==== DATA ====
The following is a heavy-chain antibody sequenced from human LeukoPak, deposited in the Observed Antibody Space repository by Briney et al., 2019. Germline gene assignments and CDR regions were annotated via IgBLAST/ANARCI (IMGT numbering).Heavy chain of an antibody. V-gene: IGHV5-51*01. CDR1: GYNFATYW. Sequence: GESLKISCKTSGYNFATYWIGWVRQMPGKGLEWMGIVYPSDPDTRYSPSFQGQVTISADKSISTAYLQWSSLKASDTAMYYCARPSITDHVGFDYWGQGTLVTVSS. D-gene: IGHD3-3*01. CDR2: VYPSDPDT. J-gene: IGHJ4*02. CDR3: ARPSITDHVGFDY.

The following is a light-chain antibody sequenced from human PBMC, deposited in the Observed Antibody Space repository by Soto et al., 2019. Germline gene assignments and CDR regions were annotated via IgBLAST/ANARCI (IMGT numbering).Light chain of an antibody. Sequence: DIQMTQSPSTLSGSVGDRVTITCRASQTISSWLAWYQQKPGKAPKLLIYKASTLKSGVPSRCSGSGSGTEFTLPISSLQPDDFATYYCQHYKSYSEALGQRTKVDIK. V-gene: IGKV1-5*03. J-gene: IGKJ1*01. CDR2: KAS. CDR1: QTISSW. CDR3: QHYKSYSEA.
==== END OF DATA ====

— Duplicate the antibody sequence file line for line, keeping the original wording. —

The following is a heavy-chain antibody sequenced from human LeukoPak, deposited in the Observed Antibody Space repository by Briney et al., 2019. Germline gene assignments and CDR regions were annotated via IgBLAST/ANARCI (IMGT numbering).Heavy chain of an antibody. V-gene: IGHV5-51*01. CDR1: GYNFATYW. Sequence: GESLKISCKTSGYNFATYWIGWVRQMPGKGLEWMGIVYPSDPDTRYSPSFQGQVTISADKSISTAYLQWSSLKASDTAMYYCARPSITDHVGFDYWGQGTLVTVSS. D-gene: IGHD3-3*01. CDR2: VYPSDPDT. J-gene: IGHJ4*02. CDR3: ARPSITDHVGFDY.

The following is a light-chain antibody sequenced from human PBMC, deposited in the Observed Antibody Space repository by Soto et al., 2019. Germline gene assignments and CDR regions were annotated via IgBLAST/ANARCI (IMGT numbering).Light chain of an antibody. Sequence: DIQMTQSPSTLSGSVGDRVTITCRASQTISSWLAWYQQKPGKAPKLLIYKASTLKSGVPSRCSGSGSGTEFTLPISSLQPDDFATYYCQHYKSYSEALGQRTKVDIK. V-gene: IGKV1-5*03. J-gene: IGKJ1*01. CDR2: KAS. CDR1: QTISSW. CDR3: QHYKSYSEA.